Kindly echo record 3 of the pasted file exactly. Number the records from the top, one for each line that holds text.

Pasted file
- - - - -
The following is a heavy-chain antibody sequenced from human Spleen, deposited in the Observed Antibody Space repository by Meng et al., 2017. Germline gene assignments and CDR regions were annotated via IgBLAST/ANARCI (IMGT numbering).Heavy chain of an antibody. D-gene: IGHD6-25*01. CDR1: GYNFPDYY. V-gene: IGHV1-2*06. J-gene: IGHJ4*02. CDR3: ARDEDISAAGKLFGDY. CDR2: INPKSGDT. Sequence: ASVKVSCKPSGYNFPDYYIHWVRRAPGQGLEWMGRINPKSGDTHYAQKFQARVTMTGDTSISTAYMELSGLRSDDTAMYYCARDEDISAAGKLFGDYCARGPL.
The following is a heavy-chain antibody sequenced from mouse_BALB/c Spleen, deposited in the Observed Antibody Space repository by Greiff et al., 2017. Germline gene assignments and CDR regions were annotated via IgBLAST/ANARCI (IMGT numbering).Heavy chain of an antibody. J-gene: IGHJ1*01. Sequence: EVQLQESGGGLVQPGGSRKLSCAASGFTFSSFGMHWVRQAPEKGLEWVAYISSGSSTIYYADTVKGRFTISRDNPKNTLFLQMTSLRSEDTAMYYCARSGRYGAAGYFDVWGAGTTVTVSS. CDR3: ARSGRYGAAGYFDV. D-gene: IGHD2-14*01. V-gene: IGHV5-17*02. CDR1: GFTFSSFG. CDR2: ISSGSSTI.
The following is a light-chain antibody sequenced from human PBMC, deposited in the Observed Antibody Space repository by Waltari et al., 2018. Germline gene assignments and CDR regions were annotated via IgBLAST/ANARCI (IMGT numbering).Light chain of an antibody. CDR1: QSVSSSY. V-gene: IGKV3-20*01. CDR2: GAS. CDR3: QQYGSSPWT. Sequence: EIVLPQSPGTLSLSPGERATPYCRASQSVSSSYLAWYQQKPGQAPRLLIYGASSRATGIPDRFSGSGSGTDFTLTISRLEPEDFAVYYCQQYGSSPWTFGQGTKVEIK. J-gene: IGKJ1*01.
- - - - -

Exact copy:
The following is a light-chain antibody sequenced from human PBMC, deposited in the Observed Antibody Space repository by Waltari et al., 2018. Germline gene assignments and CDR regions were annotated via IgBLAST/ANARCI (IMGT numbering).Light chain of an antibody. CDR1: QSVSSSY. V-gene: IGKV3-20*01. CDR2: GAS. CDR3: QQYGSSPWT. Sequence: EIVLPQSPGTLSLSPGERATPYCRASQSVSSSYLAWYQQKPGQAPRLLIYGASSRATGIPDRFSGSGSGTDFTLTISRLEPEDFAVYYCQQYGSSPWTFGQGTKVEIK. J-gene: IGKJ1*01.